Pakistan army urges talks as protesters march on parliament
Pakistani supporters of Canada-based preacher Tahir-ul-Qadri march towards the parliament as they take part in an anti-government demonstration in Islamabad on August 19, 2014 - by Farooq Naeem
Imran Khan, the former cricket star who leads the Pakistan Tehreek-e-Insaaf (PTI) party, and preacher Tahir-ul-Qadri say last year's general election was rigged and have led protests to demand Prime Minister Nawaz Sharif resign.
Their five-day rallies in Islamabad, and the two-day "long marches" from the eastern city of Lahore that preceded them, have piled pressure on the government little more than a year since its landslide victory.
The government had banned them from the capital's "red zone", which houses key buildings including parliament, the prime minister's house and numerous Western embassies.
But Khan and Qadri defied the call and soon after midnight on Wednesday thousands of their supporters entered the high-security red zone, using cranes to remove shipping containers put in place to seal off the area.
Tens of thousands of security personnel have been deployed to maintain order. On Tuesday evening, the government doubled the contingent of soldiers guarding sensitive buildings in the red zone to 700.
As Khan and Qadri's followers entered the red zone, army spokesman General Asim Bajwa called for restraint and a negotiated settlement.
"Situation requires patience, wisdom and sagacity from all stakeholders to resolve prevailing impasse through meaningful dialogue in larger national and public interest," he said through a recognised Twitter account.
The unexpected late-night intervention from the military, which is hugely influential in Pakistan, came after Khan issued an ultimatum demanding Sharif resign by Wednesday evening.
"Nawaz Sharif, I will wait for your resignation until tomorrow evening and after that, we will enter inside the prime minister's house," Khan said.
Despite fears of violence, there were no major clashes as the protesters entered the red zone, and the government pledged restraint.
"We will avoid use of force, human lives are much more precious for us, they have brought innocent children and women," said information minister Pervez Rashid.
Both Khan and Qadri have ordered their followers, who number an estimated 35,000, to avoid violence as they stage sit-in protests outside parliament.
However, Qadri distanced himself from Khan's call to occupy the prime minister's house, saying his supporters would maintain a peaceful sit-in until Sharif resigned.
"We will stay here until the sun of revolution rises and a national government is formed," Qadri said after reaching the parliament building early Wednesday.
"Do not enter inside the president and prime minister's houses or the prime minister's secretariat," he added.
The United States, monitoring rallies closely, echoed the call for protesters to avoid violence, urging all parties to "resolve their differences through peaceful dialogue".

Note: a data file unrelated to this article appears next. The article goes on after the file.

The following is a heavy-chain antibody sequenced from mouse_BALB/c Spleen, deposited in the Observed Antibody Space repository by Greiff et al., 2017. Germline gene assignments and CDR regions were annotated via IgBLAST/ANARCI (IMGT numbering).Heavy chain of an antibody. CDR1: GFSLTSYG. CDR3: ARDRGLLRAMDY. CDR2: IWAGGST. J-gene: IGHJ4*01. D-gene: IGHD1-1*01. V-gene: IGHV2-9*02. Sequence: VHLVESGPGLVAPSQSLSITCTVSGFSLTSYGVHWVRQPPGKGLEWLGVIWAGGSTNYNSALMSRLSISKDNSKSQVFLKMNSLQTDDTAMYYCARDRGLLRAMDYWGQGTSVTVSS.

"We urge all sides to refrain from violence, exercise restraint and respect the rule of law," deputy State Department spokeswoman Marie Harf said.
- Troops on the streets -
The decision to beef up the troop deployment was taken at a meeting chaired by Sharif and attended by army chief General Raheel Sharif.
Nuclear-armed Pakistan has experienced three military coups and the protests triggered speculation about possible intervention by the armed forces.
Sharif's Pakistan Muslim League-N (PML-N) party has accused the protesters of trying to derail the nation's perennially fragile democratic system, as the government struggles with Taliban militancy and a flagging economy.
Opposition parties have shunned Khan's call to unseat the government, while newspapers and business leaders have also criticised Khan's tactics, which include a call for "civil disobedience".
Britain, one of Pakistan's leading partners and a major aid donor, urged the two sides to find a democratic solution to the crisis.
"I hope that all parties in Pakistan can work together under the Constitution to peacefully resolve current political differences," British foreign minister Philip Hammond said in a statement.
The European Union also voiced its support for democracy in Pakistan -- and linked it to a highly prized trade deal.
PTI on Monday dramatically announced it would renounce all 34 of its seats in the 342-member parliament and three out of four provincial assemblies.
Last week, Sharif tried to head off the protests by setting up a judicial commission to investigate rigging allegations, but Khan dismissed the proposal immediately.
The government has also set up a parliamentary committee to look at electoral reform.
At a joint press conference of all opposition parties except PTI, Khurshid Shah, a senior figure in the Pakistan People's Party (PPP) urged Khan to come to the negotiating table.
The general election of May 2013 which swept Sharif's Pakistan Muslim League-N (PML-N) party to power -- and brought PTI its best-ever result -- was rated as free and credible by international observers but both Khan and Qadri insist it was fixed.
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